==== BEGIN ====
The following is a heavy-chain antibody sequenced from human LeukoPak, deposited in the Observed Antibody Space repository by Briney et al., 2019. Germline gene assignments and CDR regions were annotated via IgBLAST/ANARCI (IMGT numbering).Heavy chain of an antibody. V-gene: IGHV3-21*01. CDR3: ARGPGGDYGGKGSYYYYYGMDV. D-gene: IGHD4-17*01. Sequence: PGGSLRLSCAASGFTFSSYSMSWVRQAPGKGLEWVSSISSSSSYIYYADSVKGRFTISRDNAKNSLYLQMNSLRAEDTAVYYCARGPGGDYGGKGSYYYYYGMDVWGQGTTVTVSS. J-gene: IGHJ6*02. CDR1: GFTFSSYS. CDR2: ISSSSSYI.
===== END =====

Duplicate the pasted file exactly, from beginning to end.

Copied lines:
The following is a heavy-chain antibody sequenced from human LeukoPak, deposited in the Observed Antibody Space repository by Briney et al., 2019. Germline gene assignments and CDR regions were annotated via IgBLAST/ANARCI (IMGT numbering).Heavy chain of an antibody. V-gene: IGHV3-21*01. CDR3: ARGPGGDYGGKGSYYYYYGMDV. D-gene: IGHD4-17*01. Sequence: PGGSLRLSCAASGFTFSSYSMSWVRQAPGKGLEWVSSISSSSSYIYYADSVKGRFTISRDNAKNSLYLQMNSLRAEDTAVYYCARGPGGDYGGKGSYYYYYGMDVWGQGTTVTVSS. J-gene: IGHJ6*02. CDR1: GFTFSSYS. CDR2: ISSSSSYI.